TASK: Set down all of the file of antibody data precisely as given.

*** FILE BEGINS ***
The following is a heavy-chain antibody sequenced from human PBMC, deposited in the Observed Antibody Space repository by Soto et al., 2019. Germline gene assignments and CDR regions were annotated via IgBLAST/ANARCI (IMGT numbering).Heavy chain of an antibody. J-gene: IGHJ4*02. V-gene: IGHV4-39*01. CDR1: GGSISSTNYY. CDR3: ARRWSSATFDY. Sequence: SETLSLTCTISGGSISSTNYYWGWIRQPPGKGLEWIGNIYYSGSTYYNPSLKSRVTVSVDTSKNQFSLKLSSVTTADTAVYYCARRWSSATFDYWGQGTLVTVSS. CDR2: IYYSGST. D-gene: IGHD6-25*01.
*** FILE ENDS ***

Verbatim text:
The following is a heavy-chain antibody sequenced from human PBMC, deposited in the Observed Antibody Space repository by Soto et al., 2019. Germline gene assignments and CDR regions were annotated via IgBLAST/ANARCI (IMGT numbering).Heavy chain of an antibody. J-gene: IGHJ4*02. V-gene: IGHV4-39*01. CDR1: GGSISSTNYY. CDR3: ARRWSSATFDY. Sequence: SETLSLTCTISGGSISSTNYYWGWIRQPPGKGLEWIGNIYYSGSTYYNPSLKSRVTVSVDTSKNQFSLKLSSVTTADTAVYYCARRWSSATFDYWGQGTLVTVSS. CDR2: IYYSGST. D-gene: IGHD6-25*01.